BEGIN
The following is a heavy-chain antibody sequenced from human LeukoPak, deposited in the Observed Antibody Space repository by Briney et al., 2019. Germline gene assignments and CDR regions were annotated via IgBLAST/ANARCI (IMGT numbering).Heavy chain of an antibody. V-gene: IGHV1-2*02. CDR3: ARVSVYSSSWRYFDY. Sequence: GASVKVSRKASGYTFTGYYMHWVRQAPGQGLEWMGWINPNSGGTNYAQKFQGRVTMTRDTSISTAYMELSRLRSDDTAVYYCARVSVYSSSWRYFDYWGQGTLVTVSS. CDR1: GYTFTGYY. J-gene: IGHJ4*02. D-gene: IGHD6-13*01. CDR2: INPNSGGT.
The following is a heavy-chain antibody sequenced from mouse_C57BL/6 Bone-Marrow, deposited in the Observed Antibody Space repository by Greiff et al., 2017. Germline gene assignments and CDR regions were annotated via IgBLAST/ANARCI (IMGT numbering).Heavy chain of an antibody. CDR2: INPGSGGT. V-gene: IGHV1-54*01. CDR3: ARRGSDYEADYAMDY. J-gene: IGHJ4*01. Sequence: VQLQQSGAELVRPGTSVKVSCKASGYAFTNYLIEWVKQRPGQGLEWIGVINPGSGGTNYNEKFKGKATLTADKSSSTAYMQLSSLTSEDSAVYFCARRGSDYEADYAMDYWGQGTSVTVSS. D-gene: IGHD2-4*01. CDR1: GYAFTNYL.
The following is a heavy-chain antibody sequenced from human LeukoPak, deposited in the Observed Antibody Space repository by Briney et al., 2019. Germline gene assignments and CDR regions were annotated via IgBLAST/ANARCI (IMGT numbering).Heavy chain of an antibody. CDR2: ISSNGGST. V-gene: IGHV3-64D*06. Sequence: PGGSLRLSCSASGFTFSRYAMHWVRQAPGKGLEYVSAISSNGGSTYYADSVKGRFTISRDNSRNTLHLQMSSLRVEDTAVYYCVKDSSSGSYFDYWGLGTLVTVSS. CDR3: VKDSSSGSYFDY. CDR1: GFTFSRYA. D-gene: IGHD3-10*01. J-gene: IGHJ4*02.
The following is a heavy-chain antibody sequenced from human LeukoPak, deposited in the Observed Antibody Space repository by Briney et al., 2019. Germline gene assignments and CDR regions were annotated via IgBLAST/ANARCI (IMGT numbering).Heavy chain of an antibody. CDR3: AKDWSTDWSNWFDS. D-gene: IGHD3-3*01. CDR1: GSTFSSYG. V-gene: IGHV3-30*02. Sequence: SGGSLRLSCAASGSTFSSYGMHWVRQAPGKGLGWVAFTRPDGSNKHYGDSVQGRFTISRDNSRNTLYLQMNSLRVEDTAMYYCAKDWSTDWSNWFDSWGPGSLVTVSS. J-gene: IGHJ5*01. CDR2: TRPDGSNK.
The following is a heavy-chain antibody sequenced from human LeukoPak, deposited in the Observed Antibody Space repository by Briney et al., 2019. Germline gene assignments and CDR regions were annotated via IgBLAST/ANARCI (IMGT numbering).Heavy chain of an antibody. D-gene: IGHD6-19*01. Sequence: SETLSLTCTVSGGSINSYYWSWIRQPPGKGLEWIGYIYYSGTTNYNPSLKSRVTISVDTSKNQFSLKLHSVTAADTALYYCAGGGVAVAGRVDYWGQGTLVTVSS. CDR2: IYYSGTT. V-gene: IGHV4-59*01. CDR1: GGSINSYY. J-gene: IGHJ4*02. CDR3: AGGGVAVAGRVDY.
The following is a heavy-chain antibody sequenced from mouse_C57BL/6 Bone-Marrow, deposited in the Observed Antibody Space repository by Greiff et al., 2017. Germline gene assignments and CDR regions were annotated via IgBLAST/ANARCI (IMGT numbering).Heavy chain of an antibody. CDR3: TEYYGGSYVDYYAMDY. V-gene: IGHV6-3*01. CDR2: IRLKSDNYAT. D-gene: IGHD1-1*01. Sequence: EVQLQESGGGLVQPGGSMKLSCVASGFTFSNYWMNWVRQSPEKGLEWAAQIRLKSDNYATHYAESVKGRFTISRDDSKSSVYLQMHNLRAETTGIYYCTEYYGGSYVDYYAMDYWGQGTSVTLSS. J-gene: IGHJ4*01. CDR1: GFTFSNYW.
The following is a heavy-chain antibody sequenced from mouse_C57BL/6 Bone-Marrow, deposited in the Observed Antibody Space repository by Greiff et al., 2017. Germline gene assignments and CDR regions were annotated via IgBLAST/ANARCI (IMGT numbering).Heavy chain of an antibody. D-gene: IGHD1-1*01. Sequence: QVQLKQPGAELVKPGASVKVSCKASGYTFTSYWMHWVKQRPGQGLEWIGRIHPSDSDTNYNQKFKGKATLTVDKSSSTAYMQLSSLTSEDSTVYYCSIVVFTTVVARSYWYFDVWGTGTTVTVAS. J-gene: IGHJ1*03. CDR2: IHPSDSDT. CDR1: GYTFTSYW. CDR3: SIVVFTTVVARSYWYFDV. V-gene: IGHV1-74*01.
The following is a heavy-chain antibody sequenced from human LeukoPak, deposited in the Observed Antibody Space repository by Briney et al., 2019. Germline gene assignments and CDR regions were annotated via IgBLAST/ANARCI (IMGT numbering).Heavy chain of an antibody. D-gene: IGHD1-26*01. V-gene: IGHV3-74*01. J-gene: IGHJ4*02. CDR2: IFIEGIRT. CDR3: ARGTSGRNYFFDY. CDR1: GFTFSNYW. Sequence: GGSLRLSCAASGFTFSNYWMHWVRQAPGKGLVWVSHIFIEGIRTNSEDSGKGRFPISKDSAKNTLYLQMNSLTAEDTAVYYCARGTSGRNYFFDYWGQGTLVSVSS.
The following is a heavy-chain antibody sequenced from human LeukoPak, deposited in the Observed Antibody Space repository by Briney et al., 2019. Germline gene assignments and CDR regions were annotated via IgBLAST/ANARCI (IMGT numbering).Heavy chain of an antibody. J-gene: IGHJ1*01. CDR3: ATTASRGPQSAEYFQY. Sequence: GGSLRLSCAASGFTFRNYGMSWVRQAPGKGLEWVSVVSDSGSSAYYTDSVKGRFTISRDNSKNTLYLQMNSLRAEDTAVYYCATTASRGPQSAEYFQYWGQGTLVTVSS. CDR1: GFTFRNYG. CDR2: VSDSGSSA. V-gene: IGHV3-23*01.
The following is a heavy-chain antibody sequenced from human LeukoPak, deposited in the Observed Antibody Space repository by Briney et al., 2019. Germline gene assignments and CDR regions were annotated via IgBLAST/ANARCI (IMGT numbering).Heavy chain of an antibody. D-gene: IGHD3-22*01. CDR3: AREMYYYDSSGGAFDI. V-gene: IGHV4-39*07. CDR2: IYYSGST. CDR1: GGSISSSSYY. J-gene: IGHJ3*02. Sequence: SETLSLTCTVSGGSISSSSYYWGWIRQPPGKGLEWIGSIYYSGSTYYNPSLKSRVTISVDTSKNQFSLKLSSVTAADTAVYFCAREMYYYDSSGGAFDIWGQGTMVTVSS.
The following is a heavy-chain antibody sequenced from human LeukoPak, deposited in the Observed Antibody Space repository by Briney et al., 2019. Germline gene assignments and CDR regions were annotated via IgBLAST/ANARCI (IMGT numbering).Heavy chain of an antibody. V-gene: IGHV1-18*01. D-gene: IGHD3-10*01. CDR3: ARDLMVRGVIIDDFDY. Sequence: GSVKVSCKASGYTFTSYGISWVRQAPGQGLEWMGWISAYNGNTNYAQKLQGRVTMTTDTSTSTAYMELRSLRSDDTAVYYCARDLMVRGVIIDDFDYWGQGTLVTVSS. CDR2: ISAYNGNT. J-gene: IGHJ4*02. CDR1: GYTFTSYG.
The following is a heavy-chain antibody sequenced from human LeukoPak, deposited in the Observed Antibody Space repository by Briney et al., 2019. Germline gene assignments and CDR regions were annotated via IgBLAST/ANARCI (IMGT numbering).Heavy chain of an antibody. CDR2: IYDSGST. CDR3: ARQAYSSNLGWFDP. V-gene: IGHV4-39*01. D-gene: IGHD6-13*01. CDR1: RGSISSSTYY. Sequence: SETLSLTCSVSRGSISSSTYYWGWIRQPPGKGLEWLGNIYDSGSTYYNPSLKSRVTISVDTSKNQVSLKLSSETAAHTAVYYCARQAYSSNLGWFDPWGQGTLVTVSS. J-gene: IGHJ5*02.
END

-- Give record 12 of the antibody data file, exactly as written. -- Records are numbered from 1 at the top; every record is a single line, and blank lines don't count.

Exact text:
The following is a heavy-chain antibody sequenced from human LeukoPak, deposited in the Observed Antibody Space repository by Briney et al., 2019. Germline gene assignments and CDR regions were annotated via IgBLAST/ANARCI (IMGT numbering).Heavy chain of an antibody. CDR2: IYDSGST. CDR3: ARQAYSSNLGWFDP. V-gene: IGHV4-39*01. D-gene: IGHD6-13*01. CDR1: RGSISSSTYY. Sequence: SETLSLTCSVSRGSISSSTYYWGWIRQPPGKGLEWLGNIYDSGSTYYNPSLKSRVTISVDTSKNQVSLKLSSETAAHTAVYYCARQAYSSNLGWFDPWGQGTLVTVSS. J-gene: IGHJ5*02.